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Slow Cooker

A slow cooker, also known as a crock-pot (after a trademark owned by Sunbeam Products. Sometimes used generically in Australia, South Africa, Canada, New Zealand, the United Kingdom and the United States), is a countertop electrical cooking appliance used to simmer at a lower temperature than other cooking methods, such as baking, boiling, and frying.[1] This facilitates unattended cooking for many hours of dishes that would otherwise be boiled: pot roast, soups, stews and other dishes (including beverages, desserts and dips). A wide variety of dishes can be prepared in slow cookers, including ones typically made quickly, such as cocoa and bread.

Advantages:

Cheaper cuts of meat with connective tissue and lean muscle fibers are suitable for stewing, and produce tastier stews than those using expensive cuts,聽as long slow cooking softens connective tissue without toughening the muscle. Slow cooking leaves gelatinized tissue in the meat, so that it may be advantageous to start with a richer liquid.

The low temperature of slow-cooking makes it almost impossible to burn; even food that has been cooked too long. However, some meats and most vegetables become nearly tasteless or “raggy” if over-cooked.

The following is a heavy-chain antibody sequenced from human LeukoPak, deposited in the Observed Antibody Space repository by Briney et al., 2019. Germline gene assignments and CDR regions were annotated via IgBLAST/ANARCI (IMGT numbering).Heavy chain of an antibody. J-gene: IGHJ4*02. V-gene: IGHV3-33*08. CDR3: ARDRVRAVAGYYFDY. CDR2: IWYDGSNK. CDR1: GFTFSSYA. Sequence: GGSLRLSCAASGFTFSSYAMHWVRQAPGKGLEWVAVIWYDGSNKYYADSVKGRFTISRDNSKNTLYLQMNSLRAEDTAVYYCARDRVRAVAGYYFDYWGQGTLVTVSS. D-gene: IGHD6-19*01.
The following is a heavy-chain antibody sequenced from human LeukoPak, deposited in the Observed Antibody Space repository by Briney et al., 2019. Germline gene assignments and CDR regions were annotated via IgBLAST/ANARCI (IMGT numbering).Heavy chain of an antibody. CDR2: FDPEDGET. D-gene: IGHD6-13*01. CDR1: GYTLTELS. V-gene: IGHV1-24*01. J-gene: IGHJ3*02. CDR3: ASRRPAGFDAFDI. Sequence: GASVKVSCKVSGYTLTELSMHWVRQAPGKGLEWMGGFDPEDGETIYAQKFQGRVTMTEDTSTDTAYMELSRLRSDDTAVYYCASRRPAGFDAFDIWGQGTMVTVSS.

Food can be set to slow-cook before leaving for the day so it is ready on return. Many homeowners with rooftop solar panels switch to slow cooking because it draws under 1聽kW of power and can therefore be powered entirely by 1-2聽kW panels during the day.聽Some models include timers or thermostats that bring food to a given temperature and then lower it. With a timerless cooker it is possible to use an external timer to stop cooking after a set time, or both to start and stop.

Cooking the meal in a single pot reduces water waste resulting from cleaning multiple dishes, and the low cooking temperature and glazed pot make cleaning easier than conventional high-heat pots.

Disadvantages:

Some vitamins and other trace nutrients are lost, particularly from vegetables, partially by enzyme action during cooking and partially due to heat degradation.When vegetables are cooked at higher temperatures these enzymes are rapidly denatured and have less time to act during cooking. Since slow cookers work at temperatures well below boiling point and do not rapidly denature enzymes, vegetables tend to lose trace nutrients.Blanched vegetables, having been exposed to very hot water, have already had these enzymes rendered largely ineffective, so a blanching or sauteing pre-cook stage leaves more vitamins intact. This is often a smaller nutrient loss than over-boiling and can be lessened to an extent by not removing the lid until the food is done.

Slow cookers do not provide sufficient heat to compensate for loss of moisture and heat due to frequent removal of the lid, e.g., to add and remove food in perpetual stews, (pot-au-feu, olla podrida). Added ingredients must be given time to cook before the food can be eaten.

Because of the longer cooking time, there is greater danger with slow cookers of having an extended power outage during cooking without the cook’s knowledge; for example, the power may go out for several hours while the cook is away at work in places with unreliable power supply.

From Wikipedia.org

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